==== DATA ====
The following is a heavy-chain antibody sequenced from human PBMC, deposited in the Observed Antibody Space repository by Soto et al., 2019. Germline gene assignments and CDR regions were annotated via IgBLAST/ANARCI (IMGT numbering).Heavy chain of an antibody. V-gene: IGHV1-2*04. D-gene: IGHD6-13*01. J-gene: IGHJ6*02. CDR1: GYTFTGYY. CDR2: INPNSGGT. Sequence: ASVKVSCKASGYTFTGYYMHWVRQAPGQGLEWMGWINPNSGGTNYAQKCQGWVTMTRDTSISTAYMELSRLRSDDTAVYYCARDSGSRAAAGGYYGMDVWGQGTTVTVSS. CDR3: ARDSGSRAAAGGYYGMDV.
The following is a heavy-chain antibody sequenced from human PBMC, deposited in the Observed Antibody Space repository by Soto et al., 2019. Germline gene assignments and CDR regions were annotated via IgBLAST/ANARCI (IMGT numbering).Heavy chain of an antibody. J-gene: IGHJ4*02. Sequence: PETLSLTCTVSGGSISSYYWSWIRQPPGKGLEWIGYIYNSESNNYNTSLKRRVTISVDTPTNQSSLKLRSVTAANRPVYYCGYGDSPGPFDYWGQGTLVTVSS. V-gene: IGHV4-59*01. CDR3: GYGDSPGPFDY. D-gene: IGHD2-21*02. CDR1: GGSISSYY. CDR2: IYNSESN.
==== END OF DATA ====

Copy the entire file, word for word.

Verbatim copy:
The following is a heavy-chain antibody sequenced from human PBMC, deposited in the Observed Antibody Space repository by Soto et al., 2019. Germline gene assignments and CDR regions were annotated via IgBLAST/ANARCI (IMGT numbering).Heavy chain of an antibody. V-gene: IGHV1-2*04. D-gene: IGHD6-13*01. J-gene: IGHJ6*02. CDR1: GYTFTGYY. CDR2: INPNSGGT. Sequence: ASVKVSCKASGYTFTGYYMHWVRQAPGQGLEWMGWINPNSGGTNYAQKCQGWVTMTRDTSISTAYMELSRLRSDDTAVYYCARDSGSRAAAGGYYGMDVWGQGTTVTVSS. CDR3: ARDSGSRAAAGGYYGMDV.
The following is a heavy-chain antibody sequenced from human PBMC, deposited in the Observed Antibody Space repository by Soto et al., 2019. Germline gene assignments and CDR regions were annotated via IgBLAST/ANARCI (IMGT numbering).Heavy chain of an antibody. J-gene: IGHJ4*02. Sequence: PETLSLTCTVSGGSISSYYWSWIRQPPGKGLEWIGYIYNSESNNYNTSLKRRVTISVDTPTNQSSLKLRSVTAANRPVYYCGYGDSPGPFDYWGQGTLVTVSS. V-gene: IGHV4-59*01. CDR3: GYGDSPGPFDY. D-gene: IGHD2-21*02. CDR1: GGSISSYY. CDR2: IYNSESN.